Finally, according to 1 Kings 20:31–43, not remembering God’s word can negate what would potentially be an act of hesed. In the text, Ahab, king of Israel, defeated the Syrian king Ben-Hadad, whereupon Ben-Hadad’s servants suggested that he plead for mercy from Ahab because “we have heard the kings of the house of Israel are kings of hesed (merciful kings): let us, I pray thee . . . go out to the king of Israel: peradventure he will save thy life” (v. 31). Ben-Hadad did so, and Ahab promptly proclaimed him as a brother entering into a covenant relationship with him. At this point, it would appear that Ahab did hesed by delivering the Syrian king from death, similar to other hesed accounts studied so far. But verse 42 suggests this is not the case: “Because thou hast let go out of thy hand a man whom I appointed to utter destruction, therefore thy life shall go for his life, and thy people for his people.” Indeed, before the battle Ahab had been told explicitly that God would deliver the opposing army into his hands and that in so doing Ahab would “know” God (vv. 13, 28). Thus, Ahab’s later actions went contrary to God’s will as he “forgot” God instead of “knowing” him.
Hesed and the Covenant
The above has provided us with an understanding of hesed as an act of deliverance, either physical or spiritual. When performed by a mortal on behalf of another, a reciprocal act is expected at some later point. When the hesed act is performed by God, he expects obedience, ultimately exemplified in hesed acts performed on behalf of others, since we cannot truly reciprocate in kind to God. Hesed is associated with the concept of truth and is thus a reliable, “real” concept that we can trust. God’s reliability is proven by his acts of hesed, which in turn demonstrate his continued, conscious awareness of the individual who receives the act of hesed. In some cases, the very knowledge that has “remembered” his people is the act of hesed that delivers them in the time of need.
As significant as these insights are, they do not answer one important question: why is hesed performed? Many have noted that a relationship exists between performing hesed and participation in a covenant relationship. Certainly this has been borne out in the hesed references listed above. In at least four relationships, hesed is expected of one who enters, or who has already been engaged in, a covenant. Abraham and Abimelech established a covenant between themselves and their offspring, promising hesed from both, and established because one did hesed earlier. Similarly, Jonathan and David entered into a covenant promising to do hesed for one another and their descendants. Though the covenant relationship between Abraham and Sarah is not explicit, it is their marriage that Abraham relied on for hesed on his behalf. Even the example of Ahab and the Syrian king, though not a true hesed act, demonstrates that covenants were associated with the performance of hesed. Psalm 25:10 tells us, “All the paths of the Lord are hesed (mercy) and truth unto such as keep his covenant,” and in Isaiah 55:3 God promises to enact hesed by actually entering into a covenant as he did with David: “Incline your ear, and come unto me: hear, and your soul shall live; and I will make an everlasting covenant with you, even the sure hesed acts (mercies) of David.” In other words, the eternal covenant God makes with us is characterized by the same true, reliable hesed acts he did for David.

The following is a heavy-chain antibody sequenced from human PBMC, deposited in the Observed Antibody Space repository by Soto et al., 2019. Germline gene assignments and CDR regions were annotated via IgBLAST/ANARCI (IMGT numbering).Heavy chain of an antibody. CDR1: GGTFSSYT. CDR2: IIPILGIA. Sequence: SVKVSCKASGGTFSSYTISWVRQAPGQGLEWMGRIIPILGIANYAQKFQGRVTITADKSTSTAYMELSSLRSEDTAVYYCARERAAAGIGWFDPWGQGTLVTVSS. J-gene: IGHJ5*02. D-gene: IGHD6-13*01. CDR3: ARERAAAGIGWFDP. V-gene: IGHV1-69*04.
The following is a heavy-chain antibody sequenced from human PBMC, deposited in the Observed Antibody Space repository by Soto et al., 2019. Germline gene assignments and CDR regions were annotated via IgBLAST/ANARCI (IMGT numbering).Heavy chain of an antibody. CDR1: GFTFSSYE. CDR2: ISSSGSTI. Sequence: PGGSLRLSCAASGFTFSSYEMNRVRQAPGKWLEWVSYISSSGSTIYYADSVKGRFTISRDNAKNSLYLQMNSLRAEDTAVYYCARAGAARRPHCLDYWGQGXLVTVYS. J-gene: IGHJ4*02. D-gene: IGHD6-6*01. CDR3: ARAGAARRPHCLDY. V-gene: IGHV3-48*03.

Yet not all of the relationships are covenantally bound. Saul’s hesed act with the Kenites is not described in covenantal terms, neither are those acts between the spies of Israel and Rahab and the spies of Ephraim and the man of Bethel. Ruth may or may not be covenantally bound to Naomi, but she is certainly not yet covenantally bound to Boaz when she performs her act of hesed for him. Psalm 107:8 suggests that all mankind, whether or not in a covenantal relationship like Israel, should “praise the Lord for his hesed (goodness), and for his wonderful works to the children of men!” Thus it is not just a covenant that brings about hesed and therefore cannot be the only factor in which hesed is done. So what else is there? Two verses in the Old Testament provide one other reason for God’s hesed acts. In Jeremiah 9:24 the Lord reveals, “I am the Lord which exercise hesed (lovingkindness), judgment and righteousness, in the earth: for in these things I delight.” Micah points out that he retaineth not his anger forever because he “delighteth in hesed (mercy)” (Micah 7:18). In other words, God performs hesed because he likes to do it. It is more than simply his responsibility to do so because of his covenant relationship; it is his desire to continue doing this work.
“Great Is His Mercy”
Moses declared the idea that God desires to do hesed when he stated that delivering man is not just God’s work, but also his glory. He loves what he does and thus the full meaning of hesed is revealed, for while it is an act predominantly done by God, his expectation is that those who experience his hesed should do so as well. This in turn suggests that hesed is ultimately revealed to teach us how to act like a God. In other words, as we perform hesed we find ourselves doing the same things God does, of course not necessarily to the same degree or magnitude. Thus we too engage in the work of deliverance. Whether those works are big or small, each one instructs us on our obligations as Gods-in-training to our fellow men and God. We may begin these obligations in covenantal relationships, but these relationships allow us to learn how to “delight” in performing hesed. If salvation is becoming like God, then the doctrine of hesed, as presented in the Old Testament, revealing his divine nature and illuminating ours, may be one of the most important principles we can learn.